Some of the studies he and his team reviewed included information on how much the dieters were exercising, but others did not. It’s possible that some people who change their eating habits to lose weight may also start exercising, which can contribute to weight loss—suggesting the diet alone may not be responsible for the dropped pounds.

He says that these results shouldn’t discourage dieters who need to lose weight, and suggests that since the diets produce similar results, people should find the one that’s most suited to the way they live and therefore are more likely to stick with. Weight Watchers, for example, involves a more group-based, behavior-modification approach that may be better for people who work well in groups and need some external motivation, while the other three are more centered around individuals and dependent on their own ability to stay with a program over several months. Atkins and South Beach and Zone all focus on lowering carbohydrates and increasing consumption of healthy fats and proteins.

MORE: Americans’ Diets Are Improving (Sort Of)

Given the enormous amount of money spent on diets—and the rates of obesity and type-2 diabetes in the U.S. and Canada—Eisenberg says what’s really needed is more information that can help people to make better choices about which plan is right for them, and to improve their chances of losing weight, not just for a few months but for the long term.

Read next: How to Get in Shape Using Psychology: 6 New Tricks From Research

TIME ebola

Ebola Patient in New York Is Cured and Released From Hospital

Physician who worked in Guinea urged public to refocus attention on West Africa

Craig Spencer, the physician who became the fourth person diagnosed with Ebola in the U.S., was released Tuesday after being deemed free of the virus.

“Today I am healthy and no longer infectious,” he said at a news conference.

Spencer was treated at Bellevue Hospital in New York City for just under three weeks. It’s not clear exactly what therapies Spencer received, although officials said he received “innovative, state of the art treatments” that were learned from other facilities that have successfully treated Ebola patients in the U.S., including Emory University, the University of Nebraska and the National Institutes of Health. Both Spencer and the medical staff at Bellevue, however, did also mention the importance of the supportive care he got, including hydration and nutrition fluids.

“My early detection, reporting and recovery from Ebola infection speak to the effectiveness of the protocols in place for health staffers returning from West Africa,” he said. “I am a living example of how those protocols work. Early detection is critical for both surviving Ebola and ensuring that it is not transmitted to others.”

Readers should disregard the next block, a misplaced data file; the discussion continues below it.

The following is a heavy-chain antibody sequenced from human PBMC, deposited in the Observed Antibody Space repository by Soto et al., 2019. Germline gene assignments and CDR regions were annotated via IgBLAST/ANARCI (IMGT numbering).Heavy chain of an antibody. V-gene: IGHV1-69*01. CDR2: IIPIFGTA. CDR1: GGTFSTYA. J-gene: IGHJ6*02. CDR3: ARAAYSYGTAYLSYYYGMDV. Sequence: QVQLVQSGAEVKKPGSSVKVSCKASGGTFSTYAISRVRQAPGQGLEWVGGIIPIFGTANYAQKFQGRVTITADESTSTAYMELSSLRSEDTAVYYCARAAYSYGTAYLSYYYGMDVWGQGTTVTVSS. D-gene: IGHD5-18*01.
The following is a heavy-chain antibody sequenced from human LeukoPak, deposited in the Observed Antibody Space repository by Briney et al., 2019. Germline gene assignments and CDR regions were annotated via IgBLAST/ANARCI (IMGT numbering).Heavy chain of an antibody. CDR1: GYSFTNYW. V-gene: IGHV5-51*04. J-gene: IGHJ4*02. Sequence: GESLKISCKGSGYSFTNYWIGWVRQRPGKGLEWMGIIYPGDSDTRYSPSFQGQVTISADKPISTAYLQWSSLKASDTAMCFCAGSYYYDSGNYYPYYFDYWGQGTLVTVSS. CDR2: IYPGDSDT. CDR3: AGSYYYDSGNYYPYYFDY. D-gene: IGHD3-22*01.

With his parents in attendance, and surrounded by the doctors, nurses and lab technicians who contributed to his care, Spencer thanked the staff at Bellevue. New York Mayor Bill de Blasio mentioned that staffers had delivered Spencer’s banjo to him as well to help him pass the time.

Spencer, however, was eager to turn the conversation back to West Africa, where he spent five weeks in Guinea, one of the three hardest-hit nations in the outbreak that has killed some 5,000 people. “I cried as I held children who were not strong enough to survive the virus,” he said. Within weeks of his own diagnosis, he received calls on his personal cell phone from many of the patients he had cured who wanted to wish him well and offer any help he might need.

“Please join me in turning the attention back to West Africa, to ensure that medical workers and volunteers do not face stigma upon returning home,” he added. “Volunteers need our support in order to fight the outbreak at its source.”

Sophie Delaunay, executive director of Medecins Sas Frontiers (Doctors Without Borders)-USA, the group for which Spencer was working when he was infected in Guinea, echoed that message. “We could not be more proud of Craig,” she said at the news conference. “He and others [who volunteer to work in west Africa] are to be respected and honored. They protect us all. As they tirelessly care for the sick and try to stop this outbreak, it is imperative that our focus remains squarely on west Africa, the source of the Ebola epidemic. Stopping it there protects us here.”

Spencer’s fiancée, one of the four people who had direct contact with him before he was placed in isolation, remains in quarantine out of an abundance of caution as she monitors her temperature for any potential signs of Ebola. Her quarantine is expected to be lifted on Nov. 14.